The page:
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Officials should suffer if country defaults
Courier editorial
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Editor's note: Lawmakers and the administration announced they had receached a compromise that will forestall default, if it is approved in Congress today. This editorial was written before that announcement:

If the U.S. Treasury has to start choosing which bills to pay and which to ignore Tuesday, the first that should be ignored are the paychecks and perks for the people who got the country into this mess; the president, his staff, senators and representatives, and their aides.
For months now, politicians and pundits have been warning that, in early August, the government’s debt would hit $14.3 trillion. There is legislation that requires the debt not exceed that amount, but the reality is our government will have to borrow to keep operating. So Tuesday — some officials and economists say that may not be the exact deadline — the government may have to start operating on a pay-as-we-go basis.
Treasury Secretary Timothy Geithner, his staff and, presumably, President Obama’s White House, will have to start deciding if subsidies to Liberty Transit’s bus system will be paid before teachers on Fort Stewart, or if Social Security recipients should get this month’s benefits before disabled veterans get theirs. Some speculate that partial pay/benefits/entitlements may be sent out until the crisis is resolved.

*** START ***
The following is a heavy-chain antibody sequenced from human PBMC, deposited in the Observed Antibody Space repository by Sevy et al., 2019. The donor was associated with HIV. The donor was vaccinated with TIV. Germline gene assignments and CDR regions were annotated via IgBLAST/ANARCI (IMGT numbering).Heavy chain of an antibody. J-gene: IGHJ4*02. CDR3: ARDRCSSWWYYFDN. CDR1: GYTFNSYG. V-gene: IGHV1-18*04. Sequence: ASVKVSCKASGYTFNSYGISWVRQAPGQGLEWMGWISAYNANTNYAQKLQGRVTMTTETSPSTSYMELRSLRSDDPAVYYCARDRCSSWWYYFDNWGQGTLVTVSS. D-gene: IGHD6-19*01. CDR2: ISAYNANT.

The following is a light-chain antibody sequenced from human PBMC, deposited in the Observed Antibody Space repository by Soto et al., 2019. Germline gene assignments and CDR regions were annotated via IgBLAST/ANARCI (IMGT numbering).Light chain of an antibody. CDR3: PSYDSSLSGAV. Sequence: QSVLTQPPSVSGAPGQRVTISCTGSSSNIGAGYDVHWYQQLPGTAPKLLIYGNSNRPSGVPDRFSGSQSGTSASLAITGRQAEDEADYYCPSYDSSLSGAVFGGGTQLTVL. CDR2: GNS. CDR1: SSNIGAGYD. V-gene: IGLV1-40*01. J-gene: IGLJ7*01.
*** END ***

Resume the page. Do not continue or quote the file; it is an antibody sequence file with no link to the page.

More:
Make no mistake about it, if that happens Liberty County will feel the impact. We are a “company town” and that company is Fort Stewart and its federally-backed support system, as well as the retirees who have chosen to live near it.
An ironic aspect of the debate is the notion that this is about how the country spends in the future, what can be cut to balance spending with revenue, but the debt itself is what has already been spent. Of course, racking up that debt is what put us in the fix we are in now. But in recent years, we’ve tried to finance two wars while increasing benefits and entitlements to citizens. Our representatives and elected leaders were strangely quiet as we were spending like there is no tomorrow.
Throw in the lack of confidence citizens have in their government and you have the looming crisis. Stir in the number of competing proposals to address the problem and even our elected officials don’t appear to know what they are doing. In fact, it’s so confusing they won’t have to answer for what they’ve done.
In an interview with area reporters Thursday, Sen. Saxby Chambliss said, “…This town is pretty dysfunctional right now. That’s all the more reason why I think a bipartisan plan is important… We need a proposal that brings Americans together.”
It is possible the dire predictions coming from politicians just appealing their base constituents. And it’s likely there will be a resolution before the deadline. But there has already been damage to the country’s financial reputation and in people’s belief in the two major party’s ability to work together.
Maybe if our lawmakers face the possibility of losing some of their $174,000-a-year salary and catered-to life in Washington, they’ll resolve it so that the country can get back on sound financial footing.

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